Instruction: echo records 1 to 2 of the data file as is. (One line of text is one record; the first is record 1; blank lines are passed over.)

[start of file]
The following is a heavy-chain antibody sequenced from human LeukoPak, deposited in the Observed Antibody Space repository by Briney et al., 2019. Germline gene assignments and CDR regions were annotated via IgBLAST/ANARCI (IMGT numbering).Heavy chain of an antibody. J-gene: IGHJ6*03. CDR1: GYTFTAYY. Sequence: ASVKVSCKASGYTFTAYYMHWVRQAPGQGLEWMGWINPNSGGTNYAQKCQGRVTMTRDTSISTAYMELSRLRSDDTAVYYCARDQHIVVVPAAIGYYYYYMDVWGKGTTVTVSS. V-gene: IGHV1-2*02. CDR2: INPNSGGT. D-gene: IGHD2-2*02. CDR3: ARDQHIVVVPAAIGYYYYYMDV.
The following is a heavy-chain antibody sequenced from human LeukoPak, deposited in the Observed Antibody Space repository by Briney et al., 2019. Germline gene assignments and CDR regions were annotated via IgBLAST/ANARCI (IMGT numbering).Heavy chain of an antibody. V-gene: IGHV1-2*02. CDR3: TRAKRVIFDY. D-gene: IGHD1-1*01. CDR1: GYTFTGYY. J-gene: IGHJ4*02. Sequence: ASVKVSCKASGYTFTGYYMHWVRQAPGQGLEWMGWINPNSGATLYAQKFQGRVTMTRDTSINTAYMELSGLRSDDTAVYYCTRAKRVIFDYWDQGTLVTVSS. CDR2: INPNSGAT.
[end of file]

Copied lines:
The following is a heavy-chain antibody sequenced from human LeukoPak, deposited in the Observed Antibody Space repository by Briney et al., 2019. Germline gene assignments and CDR regions were annotated via IgBLAST/ANARCI (IMGT numbering).Heavy chain of an antibody. J-gene: IGHJ6*03. CDR1: GYTFTAYY. Sequence: ASVKVSCKASGYTFTAYYMHWVRQAPGQGLEWMGWINPNSGGTNYAQKCQGRVTMTRDTSISTAYMELSRLRSDDTAVYYCARDQHIVVVPAAIGYYYYYMDVWGKGTTVTVSS. V-gene: IGHV1-2*02. CDR2: INPNSGGT. D-gene: IGHD2-2*02. CDR3: ARDQHIVVVPAAIGYYYYYMDV.
The following is a heavy-chain antibody sequenced from human LeukoPak, deposited in the Observed Antibody Space repository by Briney et al., 2019. Germline gene assignments and CDR regions were annotated via IgBLAST/ANARCI (IMGT numbering).Heavy chain of an antibody. V-gene: IGHV1-2*02. CDR3: TRAKRVIFDY. D-gene: IGHD1-1*01. CDR1: GYTFTGYY. J-gene: IGHJ4*02. Sequence: ASVKVSCKASGYTFTGYYMHWVRQAPGQGLEWMGWINPNSGATLYAQKFQGRVTMTRDTSINTAYMELSGLRSDDTAVYYCTRAKRVIFDYWDQGTLVTVSS. CDR2: INPNSGAT.